Several studies have shown that tweeting and blogging about scientific findings can increase their impact.
Scientists can also tweet their research directly to decision makers. Most members of the US and Canadian governments have twitter accounts and are actively using them.
This paper was the product of a Twitter conversation itself!
Sciam gets 1000s to 10,000s page views per blog post
Social Media for Scientists
PhD, Mass Communication,
• M.S., PhD Biological Engineering
• My primary professor leaves
• I start a blog
• I start PhD program in
Digital media made this possible
What is social media?
• Mailing lists
“Social media platforms aren’t just digital water coolers. They
are the way the world is networking and communicating. They
are how and where we share information – with friends,
colleagues, acquaintances and any and everyone else.”
– Christie Wilcox
The Story of Scott Morello
During a 2013
Scott told Karyn over
beers that he wasn’t
sure why one should be
using social media as a
Karyn took to Twitter to
convince Scott to start a
Faculty members have found students
Dean Lisa Graumlich at Wash U. says
online outreach belongs in tenure
Boosts in research efficiency.
Why Use Social Media?
• Boost your professional profile
• Act as a public voice for science
• Online outreach can help you get (NSF)
• Increase impact of your papers
• Open science & Collaboration
"Those that have the privilege to
know, have the duty to act."
- Albert Einstein.
Highly tweeted articles were 11 times more
likely to be highly cited than less-tweeted
articles. Top-cited articles can be predicted
from top-tweeted articles with 93%
specificity and 75% sensitivity.
- J Med Internet Res 2011;13(4):e123
Blog about your Science
• Collaborative Blog posts have even lead
to peer-reviewed papers.
A Revolution: Open Science
• Sharing scientific data, process, results,
and opinions openly
– Open access and data
– Open peer review
– Open data
– Preprint sharing,
– Scientific blogs
Darling et al. (2013).
The role of Twitter in
the life cycle of a
Know How to Use it
“Online social media tools can be some of
the most rewarding and informative
resources for scientists – IF you know
how to use them.”
– Bik & Goldstein 2013
Think about your Goals
• What do you want out of your social
– Increased citations for your papers?
– Increased visibility of your research?
– Outlet for opinions?
– Open data and sharing?
– Translation of science for broad audience?
A good start:
• Establish a professional website
– Ex. wordpress.com
• Follow social media accounts of
scientists w/ similar interests
(Twitter, Google+, LinkedIn)
• Bring your science to the blogosphere
– Scilogs.com, Nature Network Blogs
– Scientific American has a Guest Blog
News written by university experts:
Become an author @
A new database of scientists online, searchable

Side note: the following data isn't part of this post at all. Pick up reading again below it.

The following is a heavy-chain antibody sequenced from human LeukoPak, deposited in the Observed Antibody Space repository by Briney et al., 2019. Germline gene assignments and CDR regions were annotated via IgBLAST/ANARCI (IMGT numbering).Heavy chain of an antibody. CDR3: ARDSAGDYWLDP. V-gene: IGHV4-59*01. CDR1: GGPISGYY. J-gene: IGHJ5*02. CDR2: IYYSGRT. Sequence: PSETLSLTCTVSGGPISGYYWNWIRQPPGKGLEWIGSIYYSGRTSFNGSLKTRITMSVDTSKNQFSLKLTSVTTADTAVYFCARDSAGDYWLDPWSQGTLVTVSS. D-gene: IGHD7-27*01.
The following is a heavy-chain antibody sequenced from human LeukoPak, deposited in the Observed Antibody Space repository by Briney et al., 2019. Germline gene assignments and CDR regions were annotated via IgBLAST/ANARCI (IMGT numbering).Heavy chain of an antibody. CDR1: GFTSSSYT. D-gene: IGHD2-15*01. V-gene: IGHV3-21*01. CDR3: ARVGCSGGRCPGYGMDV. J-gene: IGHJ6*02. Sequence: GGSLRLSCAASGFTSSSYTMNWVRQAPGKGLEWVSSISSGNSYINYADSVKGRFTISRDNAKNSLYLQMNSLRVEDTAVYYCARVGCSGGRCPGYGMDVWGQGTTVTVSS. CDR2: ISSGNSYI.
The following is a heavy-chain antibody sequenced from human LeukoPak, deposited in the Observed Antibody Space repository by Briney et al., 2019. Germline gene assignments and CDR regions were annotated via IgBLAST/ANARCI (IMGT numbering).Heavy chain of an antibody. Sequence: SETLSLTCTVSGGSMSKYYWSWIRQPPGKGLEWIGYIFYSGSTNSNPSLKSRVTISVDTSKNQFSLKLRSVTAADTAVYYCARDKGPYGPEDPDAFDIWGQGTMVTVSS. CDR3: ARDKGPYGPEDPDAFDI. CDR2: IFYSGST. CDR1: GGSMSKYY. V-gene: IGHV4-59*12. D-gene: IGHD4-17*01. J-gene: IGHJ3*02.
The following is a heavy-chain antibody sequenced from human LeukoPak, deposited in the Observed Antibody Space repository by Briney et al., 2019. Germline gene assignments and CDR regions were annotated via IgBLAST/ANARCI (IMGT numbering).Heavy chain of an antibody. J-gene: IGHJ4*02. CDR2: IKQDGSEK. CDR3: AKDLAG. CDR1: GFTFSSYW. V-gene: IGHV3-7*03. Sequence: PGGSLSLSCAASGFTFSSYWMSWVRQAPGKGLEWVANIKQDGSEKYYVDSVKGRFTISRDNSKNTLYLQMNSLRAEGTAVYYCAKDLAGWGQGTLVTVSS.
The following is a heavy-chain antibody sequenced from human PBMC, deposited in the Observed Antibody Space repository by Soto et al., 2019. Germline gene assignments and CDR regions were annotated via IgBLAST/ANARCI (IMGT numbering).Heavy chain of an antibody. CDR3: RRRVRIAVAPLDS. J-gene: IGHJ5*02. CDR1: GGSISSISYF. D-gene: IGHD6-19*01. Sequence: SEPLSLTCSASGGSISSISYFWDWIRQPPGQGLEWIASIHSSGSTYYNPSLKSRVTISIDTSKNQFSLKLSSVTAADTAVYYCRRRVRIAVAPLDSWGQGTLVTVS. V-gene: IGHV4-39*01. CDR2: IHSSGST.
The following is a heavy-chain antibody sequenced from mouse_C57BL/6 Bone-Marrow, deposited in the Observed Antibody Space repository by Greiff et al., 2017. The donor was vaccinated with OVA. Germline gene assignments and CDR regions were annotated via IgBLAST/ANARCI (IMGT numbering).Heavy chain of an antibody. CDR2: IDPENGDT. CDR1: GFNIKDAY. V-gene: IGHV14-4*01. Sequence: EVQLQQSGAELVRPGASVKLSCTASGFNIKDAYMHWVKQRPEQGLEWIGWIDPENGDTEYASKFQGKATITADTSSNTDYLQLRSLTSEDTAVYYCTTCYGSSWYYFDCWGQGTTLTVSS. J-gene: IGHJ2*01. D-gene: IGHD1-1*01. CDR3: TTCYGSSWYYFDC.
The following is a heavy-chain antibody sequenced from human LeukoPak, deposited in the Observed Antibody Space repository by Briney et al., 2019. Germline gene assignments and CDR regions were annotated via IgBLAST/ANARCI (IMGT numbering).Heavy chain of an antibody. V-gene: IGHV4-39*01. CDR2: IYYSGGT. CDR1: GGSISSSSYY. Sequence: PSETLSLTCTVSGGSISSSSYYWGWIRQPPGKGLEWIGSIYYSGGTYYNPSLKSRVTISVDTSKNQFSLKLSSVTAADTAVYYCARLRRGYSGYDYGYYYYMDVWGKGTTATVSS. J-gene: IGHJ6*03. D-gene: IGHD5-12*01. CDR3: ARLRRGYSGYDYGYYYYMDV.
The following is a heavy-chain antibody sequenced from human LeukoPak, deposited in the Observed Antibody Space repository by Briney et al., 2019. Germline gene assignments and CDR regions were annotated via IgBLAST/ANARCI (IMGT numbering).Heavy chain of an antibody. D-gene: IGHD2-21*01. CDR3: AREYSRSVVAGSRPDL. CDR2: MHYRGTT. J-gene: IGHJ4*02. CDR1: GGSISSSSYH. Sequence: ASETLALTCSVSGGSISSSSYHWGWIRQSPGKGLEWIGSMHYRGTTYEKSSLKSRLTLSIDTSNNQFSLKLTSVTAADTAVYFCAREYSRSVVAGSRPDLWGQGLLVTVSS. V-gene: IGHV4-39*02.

by research interests and field of study.
• Among the commonly used social
media, the 140-character microblogging
service Twitter has been popular.
Followers of scientists on Twitter
Emily Darling. figshare.
A virtual department to
spark and share new ideas
• You have 140 characters
– use them wisely but accurately
• Use URL shorteners:
• Add a Hashtag (#)
– This marks it as a keyword within the Tweet and turns it into
a link. Once clicked, it will bring up a list of other Tweets that
include the same keyword.
“A majority of established bloggers (72%
of 126 blogs surveyed) use Twitter as a
complementary outlet for disseminating
new blog posts to followers.”
Shema H, Bar-Ilan J, Thelwall M (2012) Research blogs and
the discussion of scholarly information. PLoS ONE 7: e35869
Other Online Tools
• Blogs – continuous, long-form science
• Facebook – networking
• Digg, Reddit – content aggregation
• Twitter – in the moment conversation,
customized news streams, building and
• You CAN maintain scientific accuracy and
rigor in your blog posts and social media
– Link to original research studies
– Remember proper attribution to pictures,
statistics, quotes, etc.
– Learn to be concise but avoid buzzwords that
can be misleading (“cure” “breakthrough”)
But what if…
• My Big idea will be stolen?
– You don’t have to share unpublished
– But don’t you do this at conferences? What
is the difference?
– There is more potential for help than
harm… & they would probably pursue it
differently than you anyway.
But what if…
• I don’t have enough time?
– It’s OK to not always keep up to date; take
“vacations” from social media
– Only post when you are motivated to do so
– Post what you are passionate about
– Make it a daily routine
– Post as a lab GROUP
Thank you for listening!
Check out this library of social media
outlets for scientists:
• It’s Time for Scientists to Tweet: http://theconversation.com/its-
• Social Networking for Scientists: The Wiki
• How to Build an Enduring Online Research Presence Using
Social Networking and Open Science, SlideShare, Titus Brown
• Darling et al. (2013).The role of Twitter in the life cycle of a
scientific publication. https://peerj.com/preprints/16v1/
• Bik, H. M., & Goldstein, M. C. (2013). An Introduction to Social
Media for Scientists. PLoS biology, 11(4), e1001535.
• Images: Flickr by Jason A. Howie; Wikipedia; Screenshots